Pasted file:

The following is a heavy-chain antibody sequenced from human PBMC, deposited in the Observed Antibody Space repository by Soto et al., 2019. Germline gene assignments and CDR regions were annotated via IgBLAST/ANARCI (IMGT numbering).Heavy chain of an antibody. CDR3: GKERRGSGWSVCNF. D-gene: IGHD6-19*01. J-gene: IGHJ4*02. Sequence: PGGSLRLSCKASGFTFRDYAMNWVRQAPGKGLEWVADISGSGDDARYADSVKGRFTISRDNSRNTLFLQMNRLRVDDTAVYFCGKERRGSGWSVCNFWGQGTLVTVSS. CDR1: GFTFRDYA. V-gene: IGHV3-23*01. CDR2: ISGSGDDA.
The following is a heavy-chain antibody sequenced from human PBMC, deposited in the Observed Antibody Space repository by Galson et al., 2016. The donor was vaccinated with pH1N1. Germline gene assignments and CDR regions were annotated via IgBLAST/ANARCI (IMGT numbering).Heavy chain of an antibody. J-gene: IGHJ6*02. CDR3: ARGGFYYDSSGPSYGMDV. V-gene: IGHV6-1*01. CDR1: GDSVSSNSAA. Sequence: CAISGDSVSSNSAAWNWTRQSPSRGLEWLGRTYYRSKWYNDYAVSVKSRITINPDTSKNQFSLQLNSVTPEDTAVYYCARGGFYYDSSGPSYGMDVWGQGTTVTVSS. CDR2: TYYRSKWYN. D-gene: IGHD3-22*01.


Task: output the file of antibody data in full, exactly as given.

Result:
The following is a heavy-chain antibody sequenced from human PBMC, deposited in the Observed Antibody Space repository by Soto et al., 2019. Germline gene assignments and CDR regions were annotated via IgBLAST/ANARCI (IMGT numbering).Heavy chain of an antibody. CDR3: GKERRGSGWSVCNF. D-gene: IGHD6-19*01. J-gene: IGHJ4*02. Sequence: PGGSLRLSCKASGFTFRDYAMNWVRQAPGKGLEWVADISGSGDDARYADSVKGRFTISRDNSRNTLFLQMNRLRVDDTAVYFCGKERRGSGWSVCNFWGQGTLVTVSS. CDR1: GFTFRDYA. V-gene: IGHV3-23*01. CDR2: ISGSGDDA.
The following is a heavy-chain antibody sequenced from human PBMC, deposited in the Observed Antibody Space repository by Galson et al., 2016. The donor was vaccinated with pH1N1. Germline gene assignments and CDR regions were annotated via IgBLAST/ANARCI (IMGT numbering).Heavy chain of an antibody. J-gene: IGHJ6*02. CDR3: ARGGFYYDSSGPSYGMDV. V-gene: IGHV6-1*01. CDR1: GDSVSSNSAA. Sequence: CAISGDSVSSNSAAWNWTRQSPSRGLEWLGRTYYRSKWYNDYAVSVKSRITINPDTSKNQFSLQLNSVTPEDTAVYYCARGGFYYDSSGPSYGMDVWGQGTTVTVSS. CDR2: TYYRSKWYN. D-gene: IGHD3-22*01.